Authorities fear that the once plentiful water supply of the surrounding areas could form into dusty plains.
Drought is now affecting 85% of Mexico, and residents of the central region say Thursday that seas and wells are drying up, including the country’s second-largest body of water.
The mayor of Mexico City said the drought was the worst in 30 years, and the problem is evident in reserves which stores water from other countries to donate headquarters.
Some of them, such as the Villa Victoria pool to the west of the capital, are at one-third of their capacity, with about a month and a half to bring more rain.
Isais Salgado, 60, tries to fill his water truck in Villa Victoria, a job that takes him half an hour. On Thursday, he estimated that it would take just three and a half hours to pump water from his 10,000-gallon (2,641 gallon) tank.
“Dry pool,” says Salgado. “If they continue to produce water, by May it will be completely dry, and the fish will die.”
Mexico City Mayor Claudia Sheinbaum says as the drought intensifies, more people are getting used to it watering the lawn and their fields, which exacerbates the problem.
Nine major citizens are relying on reserves such as Villa Victoria and two others – together with about 44% capacity – a quarter of their water supply. Most of the rest comes from wells within the city. But the water table that the city is dropping and the leaking pipes is destroying a lot of what it brings in c0ity.
Rogelio Angeles Hernandez, 61, has been fishing for Villa Victoria for the past 30 years. Not too worried about their catch, in the old days, citizens could carry fish on the sidewalks when the water receded.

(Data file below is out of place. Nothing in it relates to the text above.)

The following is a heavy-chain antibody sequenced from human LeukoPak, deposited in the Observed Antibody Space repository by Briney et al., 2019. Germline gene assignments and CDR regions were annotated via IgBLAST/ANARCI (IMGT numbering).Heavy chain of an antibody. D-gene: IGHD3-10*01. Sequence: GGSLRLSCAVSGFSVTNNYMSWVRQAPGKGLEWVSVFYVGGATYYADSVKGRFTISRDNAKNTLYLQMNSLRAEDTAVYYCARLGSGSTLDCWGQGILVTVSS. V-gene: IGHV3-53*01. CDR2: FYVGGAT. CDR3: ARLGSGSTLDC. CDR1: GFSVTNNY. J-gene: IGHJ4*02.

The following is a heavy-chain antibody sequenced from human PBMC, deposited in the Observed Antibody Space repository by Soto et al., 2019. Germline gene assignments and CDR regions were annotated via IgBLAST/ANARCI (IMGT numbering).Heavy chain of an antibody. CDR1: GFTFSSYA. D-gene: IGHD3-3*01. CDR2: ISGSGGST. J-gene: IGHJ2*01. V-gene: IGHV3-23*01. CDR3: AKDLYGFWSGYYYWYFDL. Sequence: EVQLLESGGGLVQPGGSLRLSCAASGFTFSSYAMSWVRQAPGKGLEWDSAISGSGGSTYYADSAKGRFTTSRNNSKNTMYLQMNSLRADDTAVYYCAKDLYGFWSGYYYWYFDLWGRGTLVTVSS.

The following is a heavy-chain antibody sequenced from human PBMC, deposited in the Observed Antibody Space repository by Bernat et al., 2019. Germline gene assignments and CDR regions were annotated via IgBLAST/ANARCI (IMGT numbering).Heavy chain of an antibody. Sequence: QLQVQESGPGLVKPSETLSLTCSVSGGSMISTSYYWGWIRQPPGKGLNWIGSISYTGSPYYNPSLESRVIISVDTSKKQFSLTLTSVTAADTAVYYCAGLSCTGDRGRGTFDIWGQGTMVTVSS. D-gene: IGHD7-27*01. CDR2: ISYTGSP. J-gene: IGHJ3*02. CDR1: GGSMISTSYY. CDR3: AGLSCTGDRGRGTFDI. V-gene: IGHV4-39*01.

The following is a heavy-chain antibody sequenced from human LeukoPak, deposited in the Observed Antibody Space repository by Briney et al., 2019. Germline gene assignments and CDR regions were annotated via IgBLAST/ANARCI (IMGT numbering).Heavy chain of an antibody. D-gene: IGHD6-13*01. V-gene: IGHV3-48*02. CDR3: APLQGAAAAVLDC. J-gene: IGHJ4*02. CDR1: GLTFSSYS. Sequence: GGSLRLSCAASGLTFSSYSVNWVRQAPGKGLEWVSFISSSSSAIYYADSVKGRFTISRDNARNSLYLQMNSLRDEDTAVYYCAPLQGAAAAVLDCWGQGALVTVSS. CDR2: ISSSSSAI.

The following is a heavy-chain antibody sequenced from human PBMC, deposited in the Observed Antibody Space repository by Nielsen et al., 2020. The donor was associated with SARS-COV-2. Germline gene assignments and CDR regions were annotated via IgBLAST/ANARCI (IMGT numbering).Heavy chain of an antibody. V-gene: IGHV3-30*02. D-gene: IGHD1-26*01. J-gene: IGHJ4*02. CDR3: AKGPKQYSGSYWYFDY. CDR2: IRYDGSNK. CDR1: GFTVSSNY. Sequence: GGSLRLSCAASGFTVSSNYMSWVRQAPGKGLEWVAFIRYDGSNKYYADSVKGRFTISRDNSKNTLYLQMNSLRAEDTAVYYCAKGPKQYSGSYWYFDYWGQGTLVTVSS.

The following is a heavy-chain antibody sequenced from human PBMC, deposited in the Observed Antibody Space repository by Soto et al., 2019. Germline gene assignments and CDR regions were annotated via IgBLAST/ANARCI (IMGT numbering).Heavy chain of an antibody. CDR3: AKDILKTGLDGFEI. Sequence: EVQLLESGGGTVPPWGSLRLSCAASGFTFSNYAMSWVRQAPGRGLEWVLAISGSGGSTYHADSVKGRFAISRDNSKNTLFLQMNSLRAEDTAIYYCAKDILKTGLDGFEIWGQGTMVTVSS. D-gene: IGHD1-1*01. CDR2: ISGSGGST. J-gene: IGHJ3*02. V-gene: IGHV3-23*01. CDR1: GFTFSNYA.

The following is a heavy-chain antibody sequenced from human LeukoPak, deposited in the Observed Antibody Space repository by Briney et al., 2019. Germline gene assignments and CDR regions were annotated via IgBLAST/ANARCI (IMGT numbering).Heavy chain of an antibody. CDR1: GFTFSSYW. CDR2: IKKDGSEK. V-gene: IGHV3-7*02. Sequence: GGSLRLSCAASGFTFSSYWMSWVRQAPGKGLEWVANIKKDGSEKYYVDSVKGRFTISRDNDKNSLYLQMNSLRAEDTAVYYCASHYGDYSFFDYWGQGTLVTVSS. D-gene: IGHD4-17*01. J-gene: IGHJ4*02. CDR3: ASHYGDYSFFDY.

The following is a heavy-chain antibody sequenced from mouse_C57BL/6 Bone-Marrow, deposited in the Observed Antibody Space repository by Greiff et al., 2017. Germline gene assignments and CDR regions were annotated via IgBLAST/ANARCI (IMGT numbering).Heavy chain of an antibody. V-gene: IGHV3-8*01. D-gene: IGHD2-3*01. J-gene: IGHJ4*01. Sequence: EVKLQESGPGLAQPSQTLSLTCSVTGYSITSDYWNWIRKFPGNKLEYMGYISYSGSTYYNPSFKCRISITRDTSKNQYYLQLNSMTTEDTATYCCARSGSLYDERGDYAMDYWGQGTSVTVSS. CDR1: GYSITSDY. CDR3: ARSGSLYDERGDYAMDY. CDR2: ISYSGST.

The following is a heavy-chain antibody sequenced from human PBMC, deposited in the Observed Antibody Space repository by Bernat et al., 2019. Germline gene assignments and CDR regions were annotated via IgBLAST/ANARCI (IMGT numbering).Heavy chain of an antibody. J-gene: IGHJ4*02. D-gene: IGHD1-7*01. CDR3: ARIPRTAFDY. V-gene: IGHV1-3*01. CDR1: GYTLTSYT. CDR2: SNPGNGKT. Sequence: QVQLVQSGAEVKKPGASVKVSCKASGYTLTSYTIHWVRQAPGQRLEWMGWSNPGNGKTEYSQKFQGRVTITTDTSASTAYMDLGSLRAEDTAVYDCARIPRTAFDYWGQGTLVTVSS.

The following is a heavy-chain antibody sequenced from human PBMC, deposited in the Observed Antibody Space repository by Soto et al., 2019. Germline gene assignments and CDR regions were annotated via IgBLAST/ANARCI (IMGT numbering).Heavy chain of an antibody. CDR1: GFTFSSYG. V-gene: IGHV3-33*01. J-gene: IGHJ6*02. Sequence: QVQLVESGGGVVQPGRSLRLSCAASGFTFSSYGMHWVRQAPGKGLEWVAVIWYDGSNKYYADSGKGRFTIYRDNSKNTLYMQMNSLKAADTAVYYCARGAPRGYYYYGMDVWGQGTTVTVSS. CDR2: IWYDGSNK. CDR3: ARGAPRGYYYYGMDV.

But tourist attractions in parks, such as Valle de Bravo beyond the west, have been affected by the receding waters.
In the end, it is the capital that suffers the most.
“Fishing is the same, but the real impact will be on the people of Mexico City, who have access to less water,” said Angeles Hernandez.
Further west, in the Michoacan state, the country is in danger of losing its second largest lake, Lake Cuitzeo, where about 70 percent of the lake is now dry. The main cause is drought, but residents say the roads that passed through the shallow sea and changed the water for human consumption have also played a role.
Michoacan Governor Silvano Aureoles said the lake was so dry that coastal areas were now facing storms. He also said that areas should start planting plants on the lake bed to protect them.
At their request from the government, residents around the lake say that only six of the 19 species of fish now live in Cuitzeo. They say the storm caused respiratory and intestinal infections of thousands of people in the area.